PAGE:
million probably will be needed to carry out the formula in the present law.
New Initiatives in 1978. Obviously, a great deal more flexibility remains with respect to fiscal 1978 than 1977. Even so, a number of constraints exist on the extent to which program changes can be accomplished. Under the budget procedures,
authorizing legislation for fiscal 1978 must be reported out of Committee by May 15, 1977. Thus, time is already short for the consideration of new legislation. Even when enacted, start-up time often means that outlays are relatively modest during the first year of a new program.
The hypothetical expansionary budget policy described earlier in this chapter assumed a $15 billion outlay increase in 1978. It appears unlikely that anything approaching this amount could be spent efficiently on new program initiatives. Hence, an expansionary budget policy for 1978 might continue to rely, to a considerable extent, on the temporary programs already mentioned, all of which are designed to phase out as full employment is regained. Also, there is scope for expansion of some existing permanent programs. Such expansions, however, often have the effect of setting a higher base for future program levels and hence limit
future budget flexibility.
The Budget Deficit
As noted, a weaker than expected economy is now expected to produce a budget deficit of as much as $60 to $65 billion in fiscal,1977, assuming current budget policies are continued. Tax cuts and/or additional spending would further enlarge the
deficit, although much of the added budget cost would eventually be recovered through higher tax
receipts stemming from more rapid economic growth,
The illustrative program described in this chapter would enlarge the fiscal 1977 deficit by about $13 billion ($15.5 billion in tax reductions and outlay increases, offset by $2.5 billion in savings from lower unemployment). This would bring the deficit into the $73 to $78 billion range.
Without additional stimulus, the fiscal 1978
budget deficit is estimated at $55-65 billion. The program described would enlarge the deficit by about $21 billion ($29.5 billion in tax reductions and outlay increases, offset by $8.5 billion in savings from lower unemployment). This would shift the full employment budget from the $11.3 billion surplus shown in Table 1 to a deficit of about $9.7 billion. This does not mean, however, that the budget would necessarily be in deficit in future years when a situation of full employment might actually exist, Tax receipts respond more. strongly to economic growth and inflation than do outlays. In the absence of further tax reduction, there would be a built-in tendency for the budget to return to full employment surplus. In addition, a significant portion of added spending in 1977 and 1978 might be of the type designed to phase out automatically as unemployment declined.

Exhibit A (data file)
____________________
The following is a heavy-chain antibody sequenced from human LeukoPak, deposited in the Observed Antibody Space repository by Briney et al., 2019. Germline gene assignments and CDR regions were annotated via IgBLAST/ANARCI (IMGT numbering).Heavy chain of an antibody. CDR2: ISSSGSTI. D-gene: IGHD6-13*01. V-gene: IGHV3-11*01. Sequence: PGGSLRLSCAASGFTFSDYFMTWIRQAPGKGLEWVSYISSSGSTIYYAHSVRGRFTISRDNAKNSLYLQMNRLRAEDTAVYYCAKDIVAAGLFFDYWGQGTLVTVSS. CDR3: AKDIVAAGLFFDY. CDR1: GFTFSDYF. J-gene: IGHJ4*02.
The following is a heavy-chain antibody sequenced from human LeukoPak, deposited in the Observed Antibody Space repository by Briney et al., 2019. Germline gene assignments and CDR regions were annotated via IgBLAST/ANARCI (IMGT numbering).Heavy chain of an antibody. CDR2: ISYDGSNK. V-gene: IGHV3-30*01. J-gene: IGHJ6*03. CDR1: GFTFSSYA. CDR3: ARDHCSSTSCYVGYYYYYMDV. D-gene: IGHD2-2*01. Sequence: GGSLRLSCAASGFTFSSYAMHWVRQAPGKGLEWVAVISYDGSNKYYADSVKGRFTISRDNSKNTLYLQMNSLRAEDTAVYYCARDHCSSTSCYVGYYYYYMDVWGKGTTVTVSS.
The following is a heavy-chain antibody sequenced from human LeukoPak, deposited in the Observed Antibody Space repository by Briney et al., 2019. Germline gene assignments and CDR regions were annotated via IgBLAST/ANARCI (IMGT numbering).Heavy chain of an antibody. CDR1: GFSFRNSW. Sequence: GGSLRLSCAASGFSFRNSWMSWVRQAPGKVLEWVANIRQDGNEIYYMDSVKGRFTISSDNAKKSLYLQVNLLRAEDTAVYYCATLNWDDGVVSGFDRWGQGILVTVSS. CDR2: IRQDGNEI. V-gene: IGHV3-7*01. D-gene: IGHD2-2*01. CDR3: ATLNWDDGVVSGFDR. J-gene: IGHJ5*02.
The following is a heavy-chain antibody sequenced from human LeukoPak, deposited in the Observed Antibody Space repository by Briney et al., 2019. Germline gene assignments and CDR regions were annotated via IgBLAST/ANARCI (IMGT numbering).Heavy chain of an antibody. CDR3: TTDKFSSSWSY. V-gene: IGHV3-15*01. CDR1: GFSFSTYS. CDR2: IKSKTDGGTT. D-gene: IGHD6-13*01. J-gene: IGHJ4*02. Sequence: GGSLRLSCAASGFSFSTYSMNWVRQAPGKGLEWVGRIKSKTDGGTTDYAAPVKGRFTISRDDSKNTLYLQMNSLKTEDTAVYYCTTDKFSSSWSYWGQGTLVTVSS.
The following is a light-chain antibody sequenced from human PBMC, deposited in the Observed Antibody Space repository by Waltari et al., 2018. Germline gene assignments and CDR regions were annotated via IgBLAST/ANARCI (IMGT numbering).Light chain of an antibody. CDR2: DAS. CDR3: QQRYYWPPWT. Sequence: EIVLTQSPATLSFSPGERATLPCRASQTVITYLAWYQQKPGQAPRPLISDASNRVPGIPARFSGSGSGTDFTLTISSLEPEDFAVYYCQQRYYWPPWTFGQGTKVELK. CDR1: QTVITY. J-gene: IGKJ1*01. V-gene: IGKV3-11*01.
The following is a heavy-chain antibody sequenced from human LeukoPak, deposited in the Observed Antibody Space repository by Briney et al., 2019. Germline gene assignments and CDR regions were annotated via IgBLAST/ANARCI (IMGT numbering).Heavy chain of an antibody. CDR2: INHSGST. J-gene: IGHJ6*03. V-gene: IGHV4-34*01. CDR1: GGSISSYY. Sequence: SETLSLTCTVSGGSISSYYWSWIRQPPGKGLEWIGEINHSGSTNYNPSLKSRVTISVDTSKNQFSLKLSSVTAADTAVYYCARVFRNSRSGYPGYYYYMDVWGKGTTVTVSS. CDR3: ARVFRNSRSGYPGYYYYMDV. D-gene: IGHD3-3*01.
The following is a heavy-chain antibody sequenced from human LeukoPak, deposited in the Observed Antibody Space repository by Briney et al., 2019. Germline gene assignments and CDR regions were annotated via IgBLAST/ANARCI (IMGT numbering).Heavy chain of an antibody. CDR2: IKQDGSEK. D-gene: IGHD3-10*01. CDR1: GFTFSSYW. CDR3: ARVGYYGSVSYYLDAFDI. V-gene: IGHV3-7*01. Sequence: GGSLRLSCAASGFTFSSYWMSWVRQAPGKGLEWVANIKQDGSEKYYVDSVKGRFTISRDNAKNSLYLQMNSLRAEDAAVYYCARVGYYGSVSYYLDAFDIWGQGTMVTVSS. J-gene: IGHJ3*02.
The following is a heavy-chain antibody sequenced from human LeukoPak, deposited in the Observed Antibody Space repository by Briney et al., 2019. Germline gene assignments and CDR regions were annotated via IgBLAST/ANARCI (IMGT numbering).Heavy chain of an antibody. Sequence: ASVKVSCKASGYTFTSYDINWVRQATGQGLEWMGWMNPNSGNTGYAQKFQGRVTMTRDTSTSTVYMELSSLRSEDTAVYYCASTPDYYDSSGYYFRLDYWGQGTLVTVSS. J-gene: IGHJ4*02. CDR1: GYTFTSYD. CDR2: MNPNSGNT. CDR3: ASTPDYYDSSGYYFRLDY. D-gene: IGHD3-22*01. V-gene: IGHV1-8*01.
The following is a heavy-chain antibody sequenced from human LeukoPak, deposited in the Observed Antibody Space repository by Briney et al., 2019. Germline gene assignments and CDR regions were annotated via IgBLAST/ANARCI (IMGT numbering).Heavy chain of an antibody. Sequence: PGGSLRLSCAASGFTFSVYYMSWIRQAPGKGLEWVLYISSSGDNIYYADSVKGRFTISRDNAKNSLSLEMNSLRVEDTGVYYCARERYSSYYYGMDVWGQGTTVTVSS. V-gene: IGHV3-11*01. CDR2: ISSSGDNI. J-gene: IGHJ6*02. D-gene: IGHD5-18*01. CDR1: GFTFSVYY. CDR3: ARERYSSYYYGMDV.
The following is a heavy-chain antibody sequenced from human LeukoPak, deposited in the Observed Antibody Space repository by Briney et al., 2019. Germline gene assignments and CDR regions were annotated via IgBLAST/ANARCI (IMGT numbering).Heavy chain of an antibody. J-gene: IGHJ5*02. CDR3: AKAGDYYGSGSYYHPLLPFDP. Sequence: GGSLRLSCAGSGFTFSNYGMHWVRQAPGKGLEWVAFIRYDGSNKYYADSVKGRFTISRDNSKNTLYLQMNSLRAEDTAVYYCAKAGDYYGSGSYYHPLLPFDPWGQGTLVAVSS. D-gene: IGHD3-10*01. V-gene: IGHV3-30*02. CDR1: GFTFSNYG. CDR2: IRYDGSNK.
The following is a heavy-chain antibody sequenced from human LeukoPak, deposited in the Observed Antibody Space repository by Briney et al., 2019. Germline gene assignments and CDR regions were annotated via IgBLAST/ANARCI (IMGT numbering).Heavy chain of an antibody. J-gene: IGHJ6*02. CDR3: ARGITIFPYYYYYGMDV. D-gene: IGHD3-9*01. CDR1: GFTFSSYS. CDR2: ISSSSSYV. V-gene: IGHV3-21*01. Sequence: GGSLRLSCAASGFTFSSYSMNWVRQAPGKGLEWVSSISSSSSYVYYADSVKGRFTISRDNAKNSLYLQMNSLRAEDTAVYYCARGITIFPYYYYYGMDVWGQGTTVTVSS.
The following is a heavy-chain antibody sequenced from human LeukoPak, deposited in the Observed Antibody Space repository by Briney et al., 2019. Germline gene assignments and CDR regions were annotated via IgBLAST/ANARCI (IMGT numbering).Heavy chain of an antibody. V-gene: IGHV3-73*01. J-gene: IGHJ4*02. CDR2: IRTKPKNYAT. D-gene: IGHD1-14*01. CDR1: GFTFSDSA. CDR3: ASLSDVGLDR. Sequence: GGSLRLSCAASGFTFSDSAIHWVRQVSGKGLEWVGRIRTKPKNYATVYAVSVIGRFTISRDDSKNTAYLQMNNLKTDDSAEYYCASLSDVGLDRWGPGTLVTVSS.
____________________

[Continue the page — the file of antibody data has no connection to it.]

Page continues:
IV. FIVE-YEAR PROJECTIONS
Any projection of budget outlays and receipts must be based on some underlying projection of economic conditions. Cyclical fluctuations in output and changes in the rate of inflation will affect both receipts and expenditures. For the purpose of making five-year projections, the Congressional Budget Office has examined three
alternative economic growth paths. One of these growth paths approximates the targets recommended by the Joint Economic Committee in its Midyear Review. This path would have the economy moving toward full employment fairly rapidly in 1978 and 1979 with the growth rate then tapering toward the long-term trend rate of growth. The second set of assumptions is designated as the baseline assumptions and is a relatively optimistic set of assumptions, consistent with those used by the Budget Committees in preparing the Second Concurrent Resolution. This path assumes that real economic growth will average about 5-1/2 percent during the next three years, moving toward 4-1/2 percent by 1982. The third set of assumptions is the least optimistic. This path assumes that real economic growth falls from 6.4 percent in 1976 to 4.0 percent by 1979 and remains at that level throughout the projection period.
Table 2 shows the budget paths which are produced by each one of these different sets of economic projections. As the table shows, changing the assumptions can change the projected surplus in 1982 by almost $50 billion. Because the economic assumptions have such a large impact on the estimated budget surplus projected five years hence, it is very important to understand the meaning of these projections.
The projections made by CBO have assumed that the growth of the economy occurs independently of what happens in the Federal Budget. As Director Rivl'n testified, "The CBO budget projections simply show what the Federal budget would look like if services were maintained at current levels and if the economy by some means -- as a result of private consumption and investment, foreign demands, monetary policy, or some other developments achieved any of these paths. In other words, these projections do not necessarily represent the budgetary policy that would be required to achieve any of these paths under particular assumptions about the rest of the economy."